Sunday, March 27, 2011

Road Trips

During Spring Break we went on one of my favorite things -- a road trip.  Texas is full of interesting nooks and crannies and Austin is right in the middle of a diverse geographical area.  Lots of small towns with odd histories and little facts.  Normally we head out into the Hill Country but this time we chose to wander east towards Shiner.  Shiner is where they make Shiner Bock and all it's relatives.  I'm not a big beer drinker but Shiner Bock is a pretty good dark "chewy" beer. 

I always bring my camera but I never just get around to taking photos.  This time I actually took some on the way home.  We meandered down a dirt road to the Sam Houston Oak. The oak tree is famous because in 1836, Sam Houston and his army camped out under it after they set fire to Gonzales (the then capital of the Region of Texas) .  They were in rebellion from Mexico and following the Fight at Goliad and the Battle of the Alamo, the Separatists (as the Texians were called) fled.  They first torched their capital Gonzales and fled to stay at their first camp under this tree.  Eventually they were cornered by Santa Ana and the resulting Battle of San Jacinto occured... establishing The Republic of Texas.  (apologies to the shortened form of history here.)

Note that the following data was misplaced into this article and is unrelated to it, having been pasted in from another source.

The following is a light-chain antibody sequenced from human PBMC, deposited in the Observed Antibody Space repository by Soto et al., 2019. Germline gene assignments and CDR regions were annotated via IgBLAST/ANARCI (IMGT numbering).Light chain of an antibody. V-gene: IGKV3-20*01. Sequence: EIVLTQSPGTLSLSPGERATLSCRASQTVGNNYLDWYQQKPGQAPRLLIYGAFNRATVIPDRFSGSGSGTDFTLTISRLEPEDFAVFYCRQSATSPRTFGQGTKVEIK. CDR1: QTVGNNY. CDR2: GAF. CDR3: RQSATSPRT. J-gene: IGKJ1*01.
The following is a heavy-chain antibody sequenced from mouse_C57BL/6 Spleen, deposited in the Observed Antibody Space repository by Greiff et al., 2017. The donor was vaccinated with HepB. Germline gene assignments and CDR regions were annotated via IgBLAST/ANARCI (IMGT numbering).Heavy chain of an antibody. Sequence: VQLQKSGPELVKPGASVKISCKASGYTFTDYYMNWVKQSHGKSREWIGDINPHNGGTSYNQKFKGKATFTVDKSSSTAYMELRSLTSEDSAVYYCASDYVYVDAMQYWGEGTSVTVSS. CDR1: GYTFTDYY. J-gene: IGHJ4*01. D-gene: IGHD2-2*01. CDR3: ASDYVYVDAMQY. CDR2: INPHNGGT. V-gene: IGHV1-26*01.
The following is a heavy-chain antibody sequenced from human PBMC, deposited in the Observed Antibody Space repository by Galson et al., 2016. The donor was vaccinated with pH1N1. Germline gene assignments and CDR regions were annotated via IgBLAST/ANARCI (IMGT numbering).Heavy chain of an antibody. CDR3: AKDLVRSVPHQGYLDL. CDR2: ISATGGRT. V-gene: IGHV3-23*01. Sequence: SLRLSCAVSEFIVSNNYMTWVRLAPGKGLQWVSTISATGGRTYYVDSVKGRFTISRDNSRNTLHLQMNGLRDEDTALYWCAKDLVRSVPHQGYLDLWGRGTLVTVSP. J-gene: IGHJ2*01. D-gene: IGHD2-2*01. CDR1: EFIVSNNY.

The tree is atill alive.  It's a southern live oak, Quercus virginia,  and they tend to be long lived trees.  After live oaks get large enough their branches tend to drop and run along the ground.  They also keep their leaves during the winter making them what's considered an evergreen oak. 
   The oak is on the grounds of what used to be the Braches Plantation.  The two story house is still standing and is quite nice.  Since it's on private property and you were supposed to call ahead to see it we looked across the fence.  The home was built in the 1840's or '50's and was a cultural mecca in teas during that time.  It's actually the McClure-Braches House.  I told my friend Hal, who I consider my big historian and he said the house was also used for the filming of True Women, which was about Texas women. 
You can't help but learn about things when you go driving.  Our history bit bible, so to speak, is a guide book called Hill Country by Richard Zelade.  I've worn out two other earlier copies of it.  I have another book on order and am curious to see what they have in them.
  We saw a ton of buzzards, hawks and a wild turkey this trip. The wild turkey was a bonus.